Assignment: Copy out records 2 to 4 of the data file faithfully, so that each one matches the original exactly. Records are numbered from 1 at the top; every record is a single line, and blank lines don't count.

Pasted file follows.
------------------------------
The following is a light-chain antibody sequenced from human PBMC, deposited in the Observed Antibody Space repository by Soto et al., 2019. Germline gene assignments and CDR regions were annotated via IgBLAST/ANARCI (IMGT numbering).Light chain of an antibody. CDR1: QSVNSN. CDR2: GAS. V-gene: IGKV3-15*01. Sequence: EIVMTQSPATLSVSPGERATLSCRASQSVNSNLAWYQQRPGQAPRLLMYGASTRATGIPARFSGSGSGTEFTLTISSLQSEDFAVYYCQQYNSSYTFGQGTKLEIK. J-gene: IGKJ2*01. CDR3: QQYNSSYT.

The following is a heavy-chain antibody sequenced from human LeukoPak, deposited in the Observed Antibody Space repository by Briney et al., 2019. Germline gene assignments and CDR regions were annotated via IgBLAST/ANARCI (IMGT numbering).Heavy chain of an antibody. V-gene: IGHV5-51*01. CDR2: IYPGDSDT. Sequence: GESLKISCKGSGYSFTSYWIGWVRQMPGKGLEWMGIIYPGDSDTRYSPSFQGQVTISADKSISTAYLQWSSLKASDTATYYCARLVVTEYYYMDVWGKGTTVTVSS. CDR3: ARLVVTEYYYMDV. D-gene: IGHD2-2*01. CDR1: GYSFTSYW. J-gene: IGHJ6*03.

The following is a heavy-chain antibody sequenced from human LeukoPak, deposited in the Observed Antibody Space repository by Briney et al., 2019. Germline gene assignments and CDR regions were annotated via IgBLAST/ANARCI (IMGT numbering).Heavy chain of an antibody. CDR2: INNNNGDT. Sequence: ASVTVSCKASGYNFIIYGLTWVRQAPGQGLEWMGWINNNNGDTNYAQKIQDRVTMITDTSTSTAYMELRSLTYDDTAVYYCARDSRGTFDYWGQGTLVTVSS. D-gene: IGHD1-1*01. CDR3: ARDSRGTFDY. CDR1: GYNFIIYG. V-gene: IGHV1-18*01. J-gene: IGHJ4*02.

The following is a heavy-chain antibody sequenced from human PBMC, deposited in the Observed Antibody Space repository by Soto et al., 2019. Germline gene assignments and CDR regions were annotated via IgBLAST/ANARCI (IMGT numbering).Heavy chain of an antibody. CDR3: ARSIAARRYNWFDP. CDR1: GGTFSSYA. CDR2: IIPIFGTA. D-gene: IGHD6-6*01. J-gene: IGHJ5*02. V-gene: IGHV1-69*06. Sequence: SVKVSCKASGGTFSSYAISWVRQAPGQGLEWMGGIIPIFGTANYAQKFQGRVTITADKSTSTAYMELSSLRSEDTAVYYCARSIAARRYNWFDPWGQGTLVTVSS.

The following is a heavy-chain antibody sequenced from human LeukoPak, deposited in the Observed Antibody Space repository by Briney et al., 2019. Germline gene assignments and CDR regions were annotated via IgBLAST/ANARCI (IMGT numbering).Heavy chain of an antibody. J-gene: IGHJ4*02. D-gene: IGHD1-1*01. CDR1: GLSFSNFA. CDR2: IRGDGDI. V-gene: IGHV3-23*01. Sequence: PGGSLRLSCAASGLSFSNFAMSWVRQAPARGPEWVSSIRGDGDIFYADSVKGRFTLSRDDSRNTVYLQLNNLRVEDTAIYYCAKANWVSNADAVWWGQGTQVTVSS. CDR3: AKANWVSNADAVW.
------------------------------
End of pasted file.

The following is a heavy-chain antibody sequenced from human LeukoPak, deposited in the Observed Antibody Space repository by Briney et al., 2019. Germline gene assignments and CDR regions were annotated via IgBLAST/ANARCI (IMGT numbering).Heavy chain of an antibody. V-gene: IGHV5-51*01. CDR2: IYPGDSDT. Sequence: GESLKISCKGSGYSFTSYWIGWVRQMPGKGLEWMGIIYPGDSDTRYSPSFQGQVTISADKSISTAYLQWSSLKASDTATYYCARLVVTEYYYMDVWGKGTTVTVSS. CDR3: ARLVVTEYYYMDV. D-gene: IGHD2-2*01. CDR1: GYSFTSYW. J-gene: IGHJ6*03.

The following is a heavy-chain antibody sequenced from human LeukoPak, deposited in the Observed Antibody Space repository by Briney et al., 2019. Germline gene assignments and CDR regions were annotated via IgBLAST/ANARCI (IMGT numbering).Heavy chain of an antibody. CDR2: INNNNGDT. Sequence: ASVTVSCKASGYNFIIYGLTWVRQAPGQGLEWMGWINNNNGDTNYAQKIQDRVTMITDTSTSTAYMELRSLTYDDTAVYYCARDSRGTFDYWGQGTLVTVSS. D-gene: IGHD1-1*01. CDR3: ARDSRGTFDY. CDR1: GYNFIIYG. V-gene: IGHV1-18*01. J-gene: IGHJ4*02.

The following is a heavy-chain antibody sequenced from human PBMC, deposited in the Observed Antibody Space repository by Soto et al., 2019. Germline gene assignments and CDR regions were annotated via IgBLAST/ANARCI (IMGT numbering).Heavy chain of an antibody. CDR3: ARSIAARRYNWFDP. CDR1: GGTFSSYA. CDR2: IIPIFGTA. D-gene: IGHD6-6*01. J-gene: IGHJ5*02. V-gene: IGHV1-69*06. Sequence: SVKVSCKASGGTFSSYAISWVRQAPGQGLEWMGGIIPIFGTANYAQKFQGRVTITADKSTSTAYMELSSLRSEDTAVYYCARSIAARRYNWFDPWGQGTLVTVSS.